October 23, 2018

Accounting News Roundup: Deloitte Legal, EY Boomerangs and Praying for the Pass-Through Deduction | 01.10.18

Deloitte Legal UK

Deloitte muscles in on legal services in UK [FT]
Oh, looky what we have here, another Big 4 firm splashing its way into some press about legal services. Deloitte is “applying for an alternative business structure licence” which allows non-law firms in the U.K. to offer legal services. And wouldn’t you know it, Matt Ellis, the managing partner for tax and legal, admits that this kinda sorta means that they’re wandering onto law firms’ turf:

“We’re planning to use our technology and advisory skills to transform legal services and help address many of the challenges lawyers . . . are facing in today’s increasingly complex legal environment,” said Mr Ellis.

Although he added that Deloitte was not seeking to replicate a traditional law firm, he acknowledged that its legal offering “may threaten some players” that rely on work outsourced by corporate counsel.

Isn’t this fun? I’m really hoping for Deloitte to launch a law firm in the U.S. this year to keep up PwC and thereby completely contradicting Cathy Engelbert’s comments from only 3 years ago.

EY adds tax advisory firm serving real estate and high net worth individuals [EY]
Imagine working at a Big 4 firm, developing a great reputation and respect among clients and then going off to start your own wildly successful firm. Then imagine selling your wildly successful business to your former Big 4 firm. That seems to be the gist of EY buying San Diego-based RPR Partners.

Robert P. Regnery and Kenneth R. Van Damme II, both previous EY professionals, are returning to the firm after having built their independent tax advisory practice. This new team significantly expands EY’s resources of private client service and real estate professionals.

This has to best Big 4 boomerang experience you can hope for. And I’m sure the acquisition of the firm has more to it than just wanting a guy named Van Damme back on your team.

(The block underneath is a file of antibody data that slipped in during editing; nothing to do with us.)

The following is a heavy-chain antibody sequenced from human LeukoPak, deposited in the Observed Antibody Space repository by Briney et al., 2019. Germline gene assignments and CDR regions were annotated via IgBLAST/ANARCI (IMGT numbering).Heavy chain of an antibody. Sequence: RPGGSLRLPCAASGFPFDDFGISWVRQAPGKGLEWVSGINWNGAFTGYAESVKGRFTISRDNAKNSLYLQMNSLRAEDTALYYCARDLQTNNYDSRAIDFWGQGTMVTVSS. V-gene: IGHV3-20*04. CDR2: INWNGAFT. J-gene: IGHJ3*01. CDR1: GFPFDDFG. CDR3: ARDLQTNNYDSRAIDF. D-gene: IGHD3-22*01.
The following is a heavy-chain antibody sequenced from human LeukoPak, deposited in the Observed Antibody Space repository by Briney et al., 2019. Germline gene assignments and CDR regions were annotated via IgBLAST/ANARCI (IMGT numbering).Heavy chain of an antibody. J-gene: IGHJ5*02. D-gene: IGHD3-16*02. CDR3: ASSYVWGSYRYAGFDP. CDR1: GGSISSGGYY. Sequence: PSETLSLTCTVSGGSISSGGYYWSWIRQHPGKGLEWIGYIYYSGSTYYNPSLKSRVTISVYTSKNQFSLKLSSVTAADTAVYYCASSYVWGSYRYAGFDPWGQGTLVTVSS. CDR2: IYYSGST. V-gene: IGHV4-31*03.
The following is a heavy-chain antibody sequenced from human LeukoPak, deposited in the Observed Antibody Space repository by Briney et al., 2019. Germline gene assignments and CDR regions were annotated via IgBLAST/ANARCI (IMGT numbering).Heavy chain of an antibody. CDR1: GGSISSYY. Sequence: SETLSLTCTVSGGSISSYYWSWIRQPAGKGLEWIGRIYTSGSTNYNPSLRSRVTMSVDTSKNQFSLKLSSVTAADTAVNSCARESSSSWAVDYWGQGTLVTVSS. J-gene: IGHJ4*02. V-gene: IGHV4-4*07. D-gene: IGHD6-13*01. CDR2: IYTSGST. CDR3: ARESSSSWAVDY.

Accountants hit by phase-outs under new tax law [AT]
Although it’s been reported over and over, it seems that some accountants still aren’t over the fact that they’ll phase out of the 20 percent pass-through deduction that was part of the new tax law. While some service businesses might be able to find loopholes to qualify for the deduction beyond the phase-out limit, it’s doubtful that accountants will be so lucky. Dean Zerbe, former tax counsel for the Senate Finance Committee said, “They can get out their prayer rug. They’re not going to be qualifying. That’s clear.”

FTB v. Hyatt: Get Your Popcorn Ready [BNA]
If you enjoy a decades-long tax dispute look no further than Gilbert P. Hyatt and the California Franchise Tax Board. “What began as a routine audit by California became over the last quarter-century a law school case study for the ages.”

Is Bitcoin a Scam? [FraudBytes]
South Carolina Professor Aaron Zimbelman eliminates other possibilities to conclude that “the way in which individuals are most likely to profit from bitcoin has many of the hallmarks of a scam.”

Previously, on Going Concern…

In Open Items, Big 4 or bust?

From the archives: Here’s Some Shit You’ll Hear Accountants Say During Busy Season

In other news:

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Deloitte: Folding Like a Cheap Lawn Chair?

deloitte.jpgIs it possible that the spinelessness of the FASB is spreading some of the firms?
Motely Foley is reporting that MGM Mirage got the Big D to drop the going concern language from its “financial assessment” which we confirmed with the author, Bob Steyer, that indeed meant the audit opinion.
Doing a little digging on this whole sitch, we found that MGM has done some duct tape repairs to its balance sheet in order to convince its banks and Big D that nothing is fucked.
Deloitte, wanting to be troopers and all, probably just had to step back from the whole thing to get perspective. “Yeah, when you look at it from back here, $14.4 Billion in debt doesn’t really look that bad.”

MGM Back From the Brink — for Now
[Motley Fool]

Deloitte May Be the #1 Firm of No Fun

heelys.jpgRegardless of who a client is or what their business is, accounting firms don’t like to lose them. Lost revenue, a little bit of a slap in the face, a promise that wasn’t delivered (which, let’s be honest, really isn’t all that rare).
For whatever reason, we find the story that Heelys, the skate shoe company, having fired Deloitte as their auditor, has to be an especially tough pill to swallow for the Big D.
Why, you may ask? How about the fact that Heelys MAKES SHOES THAT HAVE WHEELS ON THEM which might be something fun.
According to Reuters, Heelys gave Deloitte-period the heave-ho primarily because of cost considerations. That may be true but something tells us that the real reason might have been Deloitte putting the kibosh on Heelys request of the audit team to wear the skate shoes while working at the client’s HQ.
Deloitte, like all Big 4 firms, being the fun killer, likely argued that skate shoes did fall under acceptable attire in its dress code.
It was probably only a matter of time until the Heelys audit committee concluded that they had to find another audit firm with smaller sticks up their asses. Partners on the engagement are now quietly stewing with their decision that may have put their firm solidly in the #1 slot for hating all things fun.

Heelys dismisses accounting firm
[Reuters]